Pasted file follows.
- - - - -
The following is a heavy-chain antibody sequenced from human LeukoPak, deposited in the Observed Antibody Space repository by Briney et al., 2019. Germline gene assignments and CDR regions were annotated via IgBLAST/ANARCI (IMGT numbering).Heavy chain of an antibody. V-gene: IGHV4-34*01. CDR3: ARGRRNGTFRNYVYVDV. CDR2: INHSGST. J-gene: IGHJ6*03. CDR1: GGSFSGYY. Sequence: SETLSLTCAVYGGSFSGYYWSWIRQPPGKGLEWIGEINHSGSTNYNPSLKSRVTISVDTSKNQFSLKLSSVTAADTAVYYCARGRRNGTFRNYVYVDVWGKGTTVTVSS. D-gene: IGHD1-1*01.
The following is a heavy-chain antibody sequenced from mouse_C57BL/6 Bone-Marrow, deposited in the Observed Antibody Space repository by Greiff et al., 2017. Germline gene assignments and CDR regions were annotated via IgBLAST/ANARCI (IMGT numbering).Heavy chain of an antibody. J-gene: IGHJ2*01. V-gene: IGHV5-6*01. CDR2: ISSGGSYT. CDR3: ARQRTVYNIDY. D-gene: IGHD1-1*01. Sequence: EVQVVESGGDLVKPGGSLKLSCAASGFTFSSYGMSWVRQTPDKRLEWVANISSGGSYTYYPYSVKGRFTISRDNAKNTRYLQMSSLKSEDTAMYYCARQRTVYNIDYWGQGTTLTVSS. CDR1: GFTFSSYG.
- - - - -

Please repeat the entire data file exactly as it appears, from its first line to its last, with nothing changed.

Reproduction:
The following is a heavy-chain antibody sequenced from human LeukoPak, deposited in the Observed Antibody Space repository by Briney et al., 2019. Germline gene assignments and CDR regions were annotated via IgBLAST/ANARCI (IMGT numbering).Heavy chain of an antibody. V-gene: IGHV4-34*01. CDR3: ARGRRNGTFRNYVYVDV. CDR2: INHSGST. J-gene: IGHJ6*03. CDR1: GGSFSGYY. Sequence: SETLSLTCAVYGGSFSGYYWSWIRQPPGKGLEWIGEINHSGSTNYNPSLKSRVTISVDTSKNQFSLKLSSVTAADTAVYYCARGRRNGTFRNYVYVDVWGKGTTVTVSS. D-gene: IGHD1-1*01.
The following is a heavy-chain antibody sequenced from mouse_C57BL/6 Bone-Marrow, deposited in the Observed Antibody Space repository by Greiff et al., 2017. Germline gene assignments and CDR regions were annotated via IgBLAST/ANARCI (IMGT numbering).Heavy chain of an antibody. J-gene: IGHJ2*01. V-gene: IGHV5-6*01. CDR2: ISSGGSYT. CDR3: ARQRTVYNIDY. D-gene: IGHD1-1*01. Sequence: EVQVVESGGDLVKPGGSLKLSCAASGFTFSSYGMSWVRQTPDKRLEWVANISSGGSYTYYPYSVKGRFTISRDNAKNTRYLQMSSLKSEDTAMYYCARQRTVYNIDYWGQGTTLTVSS. CDR1: GFTFSSYG.